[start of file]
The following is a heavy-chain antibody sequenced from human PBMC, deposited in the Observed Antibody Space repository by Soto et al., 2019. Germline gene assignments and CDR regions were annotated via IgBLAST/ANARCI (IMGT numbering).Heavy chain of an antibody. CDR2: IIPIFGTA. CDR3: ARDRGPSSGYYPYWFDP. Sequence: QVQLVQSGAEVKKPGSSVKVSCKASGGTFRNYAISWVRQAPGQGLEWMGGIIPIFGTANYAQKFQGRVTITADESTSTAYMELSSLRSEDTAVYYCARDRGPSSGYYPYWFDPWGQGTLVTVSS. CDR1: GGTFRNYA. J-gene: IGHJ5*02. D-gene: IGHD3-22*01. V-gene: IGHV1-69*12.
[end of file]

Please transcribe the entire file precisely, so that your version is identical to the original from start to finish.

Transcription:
The following is a heavy-chain antibody sequenced from human PBMC, deposited in the Observed Antibody Space repository by Soto et al., 2019. Germline gene assignments and CDR regions were annotated via IgBLAST/ANARCI (IMGT numbering).Heavy chain of an antibody. CDR2: IIPIFGTA. CDR3: ARDRGPSSGYYPYWFDP. Sequence: QVQLVQSGAEVKKPGSSVKVSCKASGGTFRNYAISWVRQAPGQGLEWMGGIIPIFGTANYAQKFQGRVTITADESTSTAYMELSSLRSEDTAVYYCARDRGPSSGYYPYWFDPWGQGTLVTVSS. CDR1: GGTFRNYA. J-gene: IGHJ5*02. D-gene: IGHD3-22*01. V-gene: IGHV1-69*12.